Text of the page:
10/13/2009 11:00PM

Sad story manages a happy ending


Those lucky enough to be at Longchamp on the afternoon of Oct. 4 were able to witness the final, glorious competitive appearance of Europe's most celebrated racehorse, Sea the Stars, as he galloped into retirement by winning the Prix de l'Arc de Triomphe. Ribot, Sea-Bird, Allez France . . . move over.

Sea the Stars, presumably sound as a euro, trots off to stud now with the fanfare attendant to the coronation of a king, ready to spawn a robust new line of Thoroughbred. In an attempt to anticipate the economic impact of Sea the Stars at stud, bookmaker William Hill was offering 6-4 that his fee would end up in the $133,000 to $163,000 range. Greg Wood of The Guardian was quick to put this into perspective, suggesting that Sea the Stars would be earning more per week than Real Madrid's Critiano Ronaldo, the world's highest paid soccer player.

The story of Sea the Stars is more the stuff of fairy tales and fantasies than horse racing as the rest of us know it. Fans who spent the evening after the Arc at Remington Park, in Oklahoma City, were treated to the more subdued farewell of Watchem Smokey, who finished third while running for a $4,000 claiming tag and then had to be vanned off with damaged ligaments.

Smokey began his career with Cecil Borel, Calvin's brother, down Louisiana way, and won his first six starts. That was enough for Bobby Frankel, who bought him for client Edmund Gann and got a quick return. California fans will recall Watchem Smokey rolling past Our First Recruit to take the Vernon O. Underwood Handicap at Hollywood Park in November 2003. Julie Krone, the lady of this house, was aboard.

The win put Watchem Smokey among the West's best young sprinters at the time, but the following March he went down in the Potrero Grande Handicap at Santa Anita when unable to avoid another fallen horse. Six months later, Frankel brought Smokey back to the races with a win in New York, but he was never the same. Eventually, Gann lost Smokey in a $100,000 claiming event at Keeneland. That was April 2005.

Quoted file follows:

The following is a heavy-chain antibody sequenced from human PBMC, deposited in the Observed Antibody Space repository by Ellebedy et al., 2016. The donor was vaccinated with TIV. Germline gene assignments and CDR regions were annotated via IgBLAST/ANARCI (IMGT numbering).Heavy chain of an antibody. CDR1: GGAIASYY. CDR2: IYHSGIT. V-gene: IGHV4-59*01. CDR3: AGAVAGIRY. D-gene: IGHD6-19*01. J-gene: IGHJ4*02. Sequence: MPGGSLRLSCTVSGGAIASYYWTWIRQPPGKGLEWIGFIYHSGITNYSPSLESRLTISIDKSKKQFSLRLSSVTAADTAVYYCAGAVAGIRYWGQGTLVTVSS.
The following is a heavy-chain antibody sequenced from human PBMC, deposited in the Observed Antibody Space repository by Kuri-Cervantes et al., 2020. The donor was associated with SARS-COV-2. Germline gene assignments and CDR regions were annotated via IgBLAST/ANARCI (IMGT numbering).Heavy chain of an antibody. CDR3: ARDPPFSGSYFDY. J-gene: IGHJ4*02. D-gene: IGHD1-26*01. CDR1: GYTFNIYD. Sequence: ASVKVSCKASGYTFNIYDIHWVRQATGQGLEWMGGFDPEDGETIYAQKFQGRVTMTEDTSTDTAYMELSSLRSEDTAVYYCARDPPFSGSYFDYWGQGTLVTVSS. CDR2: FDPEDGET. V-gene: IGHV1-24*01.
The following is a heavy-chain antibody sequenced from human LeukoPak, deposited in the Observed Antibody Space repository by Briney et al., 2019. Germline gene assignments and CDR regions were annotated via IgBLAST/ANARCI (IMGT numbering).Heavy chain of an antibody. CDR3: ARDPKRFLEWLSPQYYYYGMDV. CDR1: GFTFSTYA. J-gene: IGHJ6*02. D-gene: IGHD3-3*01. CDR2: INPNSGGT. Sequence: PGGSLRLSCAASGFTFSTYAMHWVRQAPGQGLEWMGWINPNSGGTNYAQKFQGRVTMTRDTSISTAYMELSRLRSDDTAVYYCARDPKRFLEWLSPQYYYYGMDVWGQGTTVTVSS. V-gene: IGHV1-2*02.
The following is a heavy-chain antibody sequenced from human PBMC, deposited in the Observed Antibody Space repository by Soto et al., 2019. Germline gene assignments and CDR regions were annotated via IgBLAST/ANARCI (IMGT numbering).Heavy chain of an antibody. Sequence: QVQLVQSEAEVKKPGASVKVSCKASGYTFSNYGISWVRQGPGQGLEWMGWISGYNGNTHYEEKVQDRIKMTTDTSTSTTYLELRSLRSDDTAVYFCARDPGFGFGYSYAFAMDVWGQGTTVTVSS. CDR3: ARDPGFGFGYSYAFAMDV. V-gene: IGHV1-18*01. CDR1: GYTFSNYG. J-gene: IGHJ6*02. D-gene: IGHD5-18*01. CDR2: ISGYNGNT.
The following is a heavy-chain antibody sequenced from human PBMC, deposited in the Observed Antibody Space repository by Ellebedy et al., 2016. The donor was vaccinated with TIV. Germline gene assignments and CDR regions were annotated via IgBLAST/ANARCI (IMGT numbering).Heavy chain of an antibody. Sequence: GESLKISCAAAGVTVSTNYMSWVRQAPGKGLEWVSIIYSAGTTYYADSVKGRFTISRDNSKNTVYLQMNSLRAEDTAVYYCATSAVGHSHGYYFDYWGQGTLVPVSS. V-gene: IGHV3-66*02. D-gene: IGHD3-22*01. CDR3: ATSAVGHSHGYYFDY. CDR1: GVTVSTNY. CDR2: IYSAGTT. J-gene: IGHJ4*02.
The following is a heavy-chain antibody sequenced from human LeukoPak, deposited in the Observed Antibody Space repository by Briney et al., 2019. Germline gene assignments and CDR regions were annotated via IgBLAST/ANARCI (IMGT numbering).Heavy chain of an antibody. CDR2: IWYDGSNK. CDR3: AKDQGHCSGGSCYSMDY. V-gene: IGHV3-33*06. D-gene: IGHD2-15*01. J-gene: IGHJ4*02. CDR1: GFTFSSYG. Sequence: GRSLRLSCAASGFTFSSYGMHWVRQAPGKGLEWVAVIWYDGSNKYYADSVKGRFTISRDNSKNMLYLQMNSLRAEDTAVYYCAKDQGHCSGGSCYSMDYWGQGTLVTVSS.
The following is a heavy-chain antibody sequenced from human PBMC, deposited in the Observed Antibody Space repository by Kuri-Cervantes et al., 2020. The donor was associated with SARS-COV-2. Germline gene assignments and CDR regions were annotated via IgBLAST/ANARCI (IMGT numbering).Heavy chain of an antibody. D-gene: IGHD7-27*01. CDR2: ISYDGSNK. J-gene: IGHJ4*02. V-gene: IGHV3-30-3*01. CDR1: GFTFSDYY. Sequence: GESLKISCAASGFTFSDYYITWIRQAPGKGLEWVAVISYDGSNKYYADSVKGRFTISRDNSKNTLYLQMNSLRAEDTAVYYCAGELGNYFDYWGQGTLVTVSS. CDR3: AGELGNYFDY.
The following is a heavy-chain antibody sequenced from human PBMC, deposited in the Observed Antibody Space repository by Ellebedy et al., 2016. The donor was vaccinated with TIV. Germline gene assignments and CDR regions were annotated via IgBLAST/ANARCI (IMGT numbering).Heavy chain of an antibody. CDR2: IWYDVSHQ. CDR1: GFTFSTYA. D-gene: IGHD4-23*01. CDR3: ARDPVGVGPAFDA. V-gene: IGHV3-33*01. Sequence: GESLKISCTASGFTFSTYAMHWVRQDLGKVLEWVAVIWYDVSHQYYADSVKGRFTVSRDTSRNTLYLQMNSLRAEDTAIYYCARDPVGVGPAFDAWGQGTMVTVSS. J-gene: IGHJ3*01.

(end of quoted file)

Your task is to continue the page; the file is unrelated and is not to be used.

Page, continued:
Watchem Smokey ended up back in Louisiana and did just fine. He won handful of stakes and allowance races before descending, almost inevitably, into the claiming world. He had not won a race since January 2008, and was spending most of his time in the $25,000 range, but as recently as Aug. 30 he tried a stakes event restricted to Oklahoma-breds at Remington Park, running for the Steve Asmussen stable. Five weeks later - after 13 wins from 49 starts and earnings of more than $500,000 - Watchem Smokey was dropped into that $4,000 claimer. Blown ligaments and all, he was still beaten only a length.

He was also claimed, by owner Kelly Benjamin, who was advised that euthanasia was her best alternative. In the words of Robin Brookins, of the Oklahoma Thoroughbred Retirement Program, "They had the pink juice ready."

Instead, Benjamin reached out to Remington Park stakes coordinator Royce Clay, who has been working with Brookins to make the OTRP a viable alternative to slaughter sales and euthanasia for Oklahoma's racing industry.

"It's a well-known fact around the track that Royce is a sucker for horses like this," Clay said with a laugh. "But he's 9 years old. He doesn't need to race again, and he deserves a good retirement. He's just a classy old gentleman."

The Oklahoma Thoroughbred Retirement Program is one of those privately funded regional groups with a long, official sounding name that is basically operated by a small group of selfless individuals with access to just enough land and barely enough money to provide sanctuary for a handful of retired racetrack warriors.

"We're brand new, only in our second full year of operation," Brookins said. "We rehab the horses ourselves, then take them out to satellite farms, who get paid a per diem for their care. Most of our retirees are at Circle E Farm near Stroud, owned by Bill and Gail England. They do a fantastic job with the horses."

Once Clay has nursed Watchem Smokey through his latest trauma, he likely will join a small herd of fellow Sooners at Circle E who go by names like That Tat, The Niner Account, Bullion, Master of the Sea, and Thirteen Colonies, all honest old racehorses who must be counted among the lucky. Oklahoma breeds fewer than a thousand Thoroughbreds each year - 805 were registered with the Jockey Club from 2007 - but from time to time a champion does emerge. The all-time list is led by Kentucky Derby winner Black Gold, Horse of the Year Lady's Secret, and Breeders' Cup winner Kip DeVille.

In his own way, Watchem Smokey was performing in their spirit, but the reality of hard competition, physical infirmities, and ruthless economics intervened. In the end, the fact that Clay, Brookins, and their supporters were at the right place at the right time only makes Smokey the exception to the practice of use and disposal that gives Thoroughbred racing its darkest tales.

The lip service paid to the plight of retired racehorses will only grow in frustrating intensity as racetracks, ownership groups, and state breeding programs plead poverty during these uncertain times. It is a fact that horses, though they may cost less to purchase, are still expensive to maintain, and those who can't earn their way will face increasingly sorry fates. People like Brookins and Clay, women of limited means, carry more than their share of the burden.

"We have to beg and grovel, and a lot comes out of Robin's and my pockets," Clay said. "But somebody's got to do it. And a horse like Smokey is always a bright spot in my day."